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Link to an image of this page  Link to an image of this page  [G4r p103]

L’un fait la faute, l’autre a la peine.

LXX.

Le Chien quelque fois mord la pierre,
Qu’on luy a jecté roidement:
Mais en celà, son despit erre:
On le connoit evidemment.
Ainsi plusieurs, trop folement,
Leurs ennemis eschapper laissent,
S’attacquans furieusement
A ceux qui nullement les blessent.[1]

commentaires.

Comme le chien s’attache à la pierre qui l’a frappé,
& la mord, laissant celuy qui l’a jectee sans luy rien
Link to an image of this page  Link to an image of this page  [G4v p104] dire: ainsi plusieurs laissent en paix leurs vrais enne-
mis, & se prennent à ceux qui n’en peuvent mais.

Notes:

1.  Cf. Aesop, Fables 235, where bees sting the wrong person. See Erasmus, Adagia 153, Cum larvis luctari, where the ‘puppy’ comparison is quoted from Aristotle (Rhetoric 3, 4). See also Plato, Republic 5.469E.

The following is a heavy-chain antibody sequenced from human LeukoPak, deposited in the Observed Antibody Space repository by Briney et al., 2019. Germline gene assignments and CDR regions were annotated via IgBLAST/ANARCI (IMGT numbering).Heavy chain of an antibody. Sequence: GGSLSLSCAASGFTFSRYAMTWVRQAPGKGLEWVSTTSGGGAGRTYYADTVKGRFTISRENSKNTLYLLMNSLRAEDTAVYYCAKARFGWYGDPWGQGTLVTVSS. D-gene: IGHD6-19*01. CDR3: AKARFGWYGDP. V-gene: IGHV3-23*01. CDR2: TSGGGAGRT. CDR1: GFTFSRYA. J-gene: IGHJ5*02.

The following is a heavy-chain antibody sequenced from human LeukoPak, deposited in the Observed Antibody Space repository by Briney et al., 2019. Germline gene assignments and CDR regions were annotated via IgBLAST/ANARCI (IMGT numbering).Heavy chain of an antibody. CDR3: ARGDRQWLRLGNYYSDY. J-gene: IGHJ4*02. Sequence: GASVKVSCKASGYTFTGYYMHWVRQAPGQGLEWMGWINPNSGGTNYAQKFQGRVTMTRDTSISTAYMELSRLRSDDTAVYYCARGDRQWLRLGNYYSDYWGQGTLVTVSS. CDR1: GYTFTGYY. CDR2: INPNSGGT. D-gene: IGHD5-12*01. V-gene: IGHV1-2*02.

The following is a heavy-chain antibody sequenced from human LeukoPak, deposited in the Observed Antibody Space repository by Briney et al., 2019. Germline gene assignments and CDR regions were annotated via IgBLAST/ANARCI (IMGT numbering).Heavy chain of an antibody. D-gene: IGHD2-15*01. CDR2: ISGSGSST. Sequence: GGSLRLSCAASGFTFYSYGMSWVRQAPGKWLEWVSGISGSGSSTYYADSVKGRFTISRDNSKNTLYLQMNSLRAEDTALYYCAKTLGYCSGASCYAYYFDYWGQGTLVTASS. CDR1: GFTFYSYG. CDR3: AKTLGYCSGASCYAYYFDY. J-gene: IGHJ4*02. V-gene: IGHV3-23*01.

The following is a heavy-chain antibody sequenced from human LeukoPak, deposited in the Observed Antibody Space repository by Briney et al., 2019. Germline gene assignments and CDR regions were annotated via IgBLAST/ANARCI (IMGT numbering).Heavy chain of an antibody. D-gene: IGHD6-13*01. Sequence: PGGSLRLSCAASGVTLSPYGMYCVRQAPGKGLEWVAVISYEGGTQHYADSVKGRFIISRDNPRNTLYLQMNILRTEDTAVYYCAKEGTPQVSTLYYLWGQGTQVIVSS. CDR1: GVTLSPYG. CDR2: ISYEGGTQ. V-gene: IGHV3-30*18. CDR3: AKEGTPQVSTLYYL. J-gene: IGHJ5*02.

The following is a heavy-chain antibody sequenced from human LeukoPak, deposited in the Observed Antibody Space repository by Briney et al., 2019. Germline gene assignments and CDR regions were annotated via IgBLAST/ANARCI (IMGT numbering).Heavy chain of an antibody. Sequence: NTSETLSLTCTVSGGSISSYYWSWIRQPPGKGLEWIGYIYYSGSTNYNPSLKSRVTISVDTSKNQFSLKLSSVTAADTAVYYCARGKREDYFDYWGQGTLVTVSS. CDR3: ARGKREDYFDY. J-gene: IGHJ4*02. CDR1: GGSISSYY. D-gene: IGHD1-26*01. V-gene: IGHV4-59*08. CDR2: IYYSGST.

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Link to an image of this page  Link to an image of this page  [M6v f81v]

EMBLEMA CXXV.

Alius peccat, alius plectitur.

One sins and another is punished

Arripit ut lapidem catulus, morsuque fatigat,
Nec percussori mutua damna facit.
Link to an image of this page  Link to an image of this page  [M7r f82r]Sic plerique sinunt veros elabier hosteis:
Et quos nulla gravat noxia, dente petunt.[1]

A puppy seizes the stone and worries it with his teeth and does not bite back at the one who threw it. Even so, most people allow the true enemy to escape and bite those who carry no burden of guilt.

Das CXXV.

Einer sündigt der ander büst.

Gleich wie ein Hund der mit eim Stein
Geworffen wirt, den Stein allein
Anfelt und beist in zorniglich
Dem der in gworffen hat thut er nicht
Also findt man deren vil
Die dHauptsächer lohnt auß dem spil
Und fallen allein diese an
So wider sie nicht habn gethan.

Notes:

1.  Cf. Aesop, Fables 235, where bees sting the wrong person. See Erasmus, Adagia 153, Cum larvis luctari, where the ‘puppy’ comparison is quoted from Aristotle (Rhetoric 3, 4). See also Plato, Republic 5.469E.


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